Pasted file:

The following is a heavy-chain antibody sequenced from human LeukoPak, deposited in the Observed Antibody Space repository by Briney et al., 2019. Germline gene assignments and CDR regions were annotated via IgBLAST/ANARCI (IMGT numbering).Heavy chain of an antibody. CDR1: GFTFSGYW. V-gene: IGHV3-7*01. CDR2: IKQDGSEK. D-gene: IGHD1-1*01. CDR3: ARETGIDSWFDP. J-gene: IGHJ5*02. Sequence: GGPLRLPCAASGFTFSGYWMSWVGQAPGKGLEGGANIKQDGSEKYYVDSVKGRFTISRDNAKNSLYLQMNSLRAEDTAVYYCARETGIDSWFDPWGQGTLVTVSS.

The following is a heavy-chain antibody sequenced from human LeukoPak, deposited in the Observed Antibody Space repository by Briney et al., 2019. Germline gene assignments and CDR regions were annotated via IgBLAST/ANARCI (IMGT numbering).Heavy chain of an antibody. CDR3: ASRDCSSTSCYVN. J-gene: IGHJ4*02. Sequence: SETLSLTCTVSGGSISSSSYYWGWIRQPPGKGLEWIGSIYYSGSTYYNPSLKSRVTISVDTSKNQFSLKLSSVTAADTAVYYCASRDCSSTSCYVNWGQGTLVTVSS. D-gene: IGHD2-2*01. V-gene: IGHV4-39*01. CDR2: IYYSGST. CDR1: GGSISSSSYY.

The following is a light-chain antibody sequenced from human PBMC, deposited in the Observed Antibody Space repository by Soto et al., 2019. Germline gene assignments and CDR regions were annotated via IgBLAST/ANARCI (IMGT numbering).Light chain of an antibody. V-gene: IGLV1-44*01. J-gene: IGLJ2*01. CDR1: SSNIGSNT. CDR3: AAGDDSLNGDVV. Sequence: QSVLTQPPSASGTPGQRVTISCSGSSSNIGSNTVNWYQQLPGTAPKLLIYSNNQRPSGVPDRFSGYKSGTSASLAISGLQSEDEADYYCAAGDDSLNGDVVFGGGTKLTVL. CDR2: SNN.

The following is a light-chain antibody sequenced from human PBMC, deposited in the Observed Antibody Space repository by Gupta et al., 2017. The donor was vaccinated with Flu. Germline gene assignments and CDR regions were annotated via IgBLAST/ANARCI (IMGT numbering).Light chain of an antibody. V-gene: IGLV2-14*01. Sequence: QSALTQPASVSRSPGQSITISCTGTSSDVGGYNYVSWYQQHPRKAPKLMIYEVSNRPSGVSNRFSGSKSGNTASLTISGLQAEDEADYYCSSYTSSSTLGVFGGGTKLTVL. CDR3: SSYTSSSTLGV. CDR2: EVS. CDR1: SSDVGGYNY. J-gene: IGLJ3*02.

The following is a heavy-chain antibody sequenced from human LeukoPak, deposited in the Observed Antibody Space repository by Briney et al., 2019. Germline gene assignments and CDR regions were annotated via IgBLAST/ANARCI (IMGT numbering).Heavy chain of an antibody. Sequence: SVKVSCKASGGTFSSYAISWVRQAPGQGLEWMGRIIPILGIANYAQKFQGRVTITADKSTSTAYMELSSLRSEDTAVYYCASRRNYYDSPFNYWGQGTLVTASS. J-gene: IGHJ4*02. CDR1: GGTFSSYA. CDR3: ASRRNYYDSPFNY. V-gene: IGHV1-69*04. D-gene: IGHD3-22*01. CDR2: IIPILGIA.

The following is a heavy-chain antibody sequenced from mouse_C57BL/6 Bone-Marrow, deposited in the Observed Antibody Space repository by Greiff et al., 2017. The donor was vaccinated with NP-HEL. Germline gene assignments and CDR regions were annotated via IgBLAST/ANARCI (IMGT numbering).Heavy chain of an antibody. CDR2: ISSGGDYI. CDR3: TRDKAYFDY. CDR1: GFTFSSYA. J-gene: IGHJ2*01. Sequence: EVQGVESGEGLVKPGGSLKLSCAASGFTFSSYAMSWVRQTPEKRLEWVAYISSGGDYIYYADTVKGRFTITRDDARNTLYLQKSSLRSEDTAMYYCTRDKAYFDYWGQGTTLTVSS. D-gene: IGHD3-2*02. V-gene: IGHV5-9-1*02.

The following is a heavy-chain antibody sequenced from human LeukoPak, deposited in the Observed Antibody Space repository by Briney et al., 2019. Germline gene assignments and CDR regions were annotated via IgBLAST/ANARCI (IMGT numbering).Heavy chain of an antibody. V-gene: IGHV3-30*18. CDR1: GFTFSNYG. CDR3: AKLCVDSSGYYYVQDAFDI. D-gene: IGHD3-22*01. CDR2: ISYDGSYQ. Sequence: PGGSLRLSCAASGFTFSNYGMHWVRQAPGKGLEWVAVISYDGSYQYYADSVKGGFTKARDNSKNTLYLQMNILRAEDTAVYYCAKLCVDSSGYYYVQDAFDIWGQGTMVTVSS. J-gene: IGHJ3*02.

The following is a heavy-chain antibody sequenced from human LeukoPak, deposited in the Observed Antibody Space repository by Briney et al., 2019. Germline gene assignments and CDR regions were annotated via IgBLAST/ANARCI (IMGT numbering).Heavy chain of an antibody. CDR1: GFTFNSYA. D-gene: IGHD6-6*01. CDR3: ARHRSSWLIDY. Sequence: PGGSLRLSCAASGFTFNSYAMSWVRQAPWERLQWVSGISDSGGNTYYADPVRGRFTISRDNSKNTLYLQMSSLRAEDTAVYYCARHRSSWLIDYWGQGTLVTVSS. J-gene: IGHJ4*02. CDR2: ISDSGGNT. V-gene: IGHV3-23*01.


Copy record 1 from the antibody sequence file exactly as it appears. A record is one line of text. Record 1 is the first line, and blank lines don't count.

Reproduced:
The following is a heavy-chain antibody sequenced from human LeukoPak, deposited in the Observed Antibody Space repository by Briney et al., 2019. Germline gene assignments and CDR regions were annotated via IgBLAST/ANARCI (IMGT numbering).Heavy chain of an antibody. CDR1: GFTFSGYW. V-gene: IGHV3-7*01. CDR2: IKQDGSEK. D-gene: IGHD1-1*01. CDR3: ARETGIDSWFDP. J-gene: IGHJ5*02. Sequence: GGPLRLPCAASGFTFSGYWMSWVGQAPGKGLEGGANIKQDGSEKYYVDSVKGRFTISRDNAKNSLYLQMNSLRAEDTAVYYCARETGIDSWFDPWGQGTLVTVSS.